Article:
Does Antimatter Fall Up or Down? New Device May Tell

antimatter, sub-atomic particles
Antimatter refers to sub-atomic particles that have properties opposite normal sub-atomic particles. (Image credit: Katie Bertsche)

The mystery of whether antimatter falls up or down could be solved with a new experiment to weigh matter's odd cousin, researchers say.

Antimatter is identical to normal matter in some respects but the exact opposite in others. For instance, although the antiproton has the same mass as its counterpart the proton, it is negatively charged instead of positively charged.

When a particle meets its antiparticle, they annihilate each other, giving off a burst of energy — a proof of Einstein's famous equation, E=mc2, which revealed mass can be converted to energy and vice versa. A gram of antimatter annihilating a gram of matter would release about twice the energy as the nuclear bomb dropped on Hiroshima. (Have no fear of antimatter bombs popping up anytime soon — researchers are very far from creating anywhere near a gram of antimatter.)

Scientists have long wondered if antimatter falls down, responding the same way to gravity as ordinary matter. Physicists have generally assumed it does, but many have kept an open mind regarding antimatter's behavior since much about it remains a mystery. [6 Weird Facts About Gravity]

"We don't really understand antimatter," study author Holger Müller, a physicist at the University of California at Berkeley, told Live Science. "For instance, the fundamental laws of physics suggest there should be equal amounts of matter and antimatter in the universe, but our observations tell us there is vastly more matter than antimatter in the universe, and there is no agreed-upon explanation for that."

In addition, there is much about gravity that remains uncertain. For instance, astronomers looking at how galaxies rotate discovered there is far more gravity holding them together than there should be, "which is usually ascribed to gravity from dark matter, but nobody knows what that is," Müller said.

Direct evidence of whether or not antimatter falls downward remains difficult to experimentally gather. Antimatter is rare, and annihilates when it comes into contact with regular matter.

"The combination of antimatter and gravity has never been directly experimentally tested before," Müller said. "There are indirect observations others have obtained, but the very simple experiment of letting a chunk of antimatter drop and seeing what happens has never been done."

Now researchers have proposed a device they suggest could help solve the mystery of whether antimatter falls up or down.

"We don't understand 100 percent about antimatter, and the same is true for how gravity works, so looking at them in combination seems a good spot to look for a new discovery in physics," Müller said.

The instrument, a light-pulse atom interferometer, could measure the behavior of any particle — atoms, electrons and protons, as well as their antimatter counterparts. It works by studying cold particles — ones cooled to a degree above the coldest possible temperature, absolute zero.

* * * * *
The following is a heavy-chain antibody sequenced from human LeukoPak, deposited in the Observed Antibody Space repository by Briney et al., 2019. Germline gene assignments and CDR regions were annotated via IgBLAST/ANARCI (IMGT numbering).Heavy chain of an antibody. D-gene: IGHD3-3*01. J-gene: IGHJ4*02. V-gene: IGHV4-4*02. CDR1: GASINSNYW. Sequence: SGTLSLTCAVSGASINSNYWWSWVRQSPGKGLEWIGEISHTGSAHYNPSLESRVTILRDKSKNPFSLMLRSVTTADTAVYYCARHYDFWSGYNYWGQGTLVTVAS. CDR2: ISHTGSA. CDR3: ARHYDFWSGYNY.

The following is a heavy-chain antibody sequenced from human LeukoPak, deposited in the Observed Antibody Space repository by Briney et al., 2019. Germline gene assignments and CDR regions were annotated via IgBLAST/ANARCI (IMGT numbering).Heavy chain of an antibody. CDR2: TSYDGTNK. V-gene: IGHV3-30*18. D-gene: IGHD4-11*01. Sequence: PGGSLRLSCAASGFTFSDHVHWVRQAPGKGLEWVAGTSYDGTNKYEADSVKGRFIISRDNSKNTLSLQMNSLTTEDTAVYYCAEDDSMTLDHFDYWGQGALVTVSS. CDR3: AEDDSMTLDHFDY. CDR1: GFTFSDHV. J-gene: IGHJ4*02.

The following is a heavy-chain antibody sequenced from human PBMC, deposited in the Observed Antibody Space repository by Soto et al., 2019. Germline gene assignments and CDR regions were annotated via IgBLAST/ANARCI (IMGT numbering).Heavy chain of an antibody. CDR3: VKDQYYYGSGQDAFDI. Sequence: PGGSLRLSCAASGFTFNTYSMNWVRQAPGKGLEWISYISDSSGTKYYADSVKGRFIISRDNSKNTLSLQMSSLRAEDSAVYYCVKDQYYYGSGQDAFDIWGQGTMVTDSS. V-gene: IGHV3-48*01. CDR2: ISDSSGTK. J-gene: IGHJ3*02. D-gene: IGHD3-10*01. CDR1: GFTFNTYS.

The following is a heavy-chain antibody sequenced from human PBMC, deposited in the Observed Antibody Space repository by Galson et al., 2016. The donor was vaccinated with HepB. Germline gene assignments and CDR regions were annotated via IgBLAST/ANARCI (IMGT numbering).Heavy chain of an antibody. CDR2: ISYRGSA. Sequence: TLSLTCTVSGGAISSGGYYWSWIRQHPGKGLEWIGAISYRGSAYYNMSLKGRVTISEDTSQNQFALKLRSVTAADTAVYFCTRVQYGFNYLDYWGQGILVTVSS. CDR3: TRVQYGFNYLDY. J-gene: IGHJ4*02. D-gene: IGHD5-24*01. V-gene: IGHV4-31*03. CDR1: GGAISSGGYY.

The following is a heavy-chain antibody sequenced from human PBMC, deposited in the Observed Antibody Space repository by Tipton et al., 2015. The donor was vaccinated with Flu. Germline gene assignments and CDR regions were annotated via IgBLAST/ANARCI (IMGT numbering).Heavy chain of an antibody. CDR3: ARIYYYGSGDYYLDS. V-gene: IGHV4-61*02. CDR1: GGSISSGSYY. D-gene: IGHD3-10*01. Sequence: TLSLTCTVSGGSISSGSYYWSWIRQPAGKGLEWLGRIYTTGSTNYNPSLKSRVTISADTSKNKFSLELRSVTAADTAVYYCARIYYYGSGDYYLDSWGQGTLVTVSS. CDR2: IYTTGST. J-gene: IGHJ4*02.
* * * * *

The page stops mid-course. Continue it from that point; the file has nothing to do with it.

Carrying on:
At such cold temperatures, scientists can see particles behaving much like waves, rippling up and down within a chamber. By analyzing how these "matter waves" interfere with each other, the researchers can distinguish the force of gravity each particle is experiencing.

Müller and his colleaguesare working to construct their device and integrate into the ALPHA experiment at the CERN physics lab in Geneva, Switzerland, which makes, captures and studies atoms of anti-hydrogen, the antimatter counterpart of the simplest atom, hydrogen.

"Currently the production rate of anti-hydrogen at CERN is four atoms per hour, or an atom every 15 minutes," Müller said. "This production rate currently cannot be sustained 24-7, so 300 anti-hydrogen atoms a month or so is all we can hope for right now."

Since the researchers have very few anti-hydrogen atoms for experiments, their system essentially "recycles" each atom. Magnetic fields trap the atoms so the device can potentially measure the way each atom behaves multiple times.

"We need to get a signal out of each and every single atom — we can't afford to lose a single one," Müller said.

The scientists expect their system will reach an initial accuracy of better than 1 percent for measuring how anti-hydrogen falls, and they noted they could eventually improve this accuracy 10,000-fold.

The scientists detailed their findings online March 25 in the journal Physical Review Letters.

Follow us @livescience, Facebook & Google+. Original article on Live Science.

Charles Q. Choi
Live Science Contributor
Charles Q. Choi is a contributing writer for Live Science and He covers all things human origins and astronomy as well as physics, animals and general science topics. Charles has a Master of Arts degree from the University of Missouri-Columbia, School of Journalism and a Bachelor of Arts degree from the University of South Florida. Charles has visited every continent on Earth, drinking rancid yak butter tea in Lhasa, snorkeling with sea lions in the Galapagos and even climbing an iceberg in Antarctica.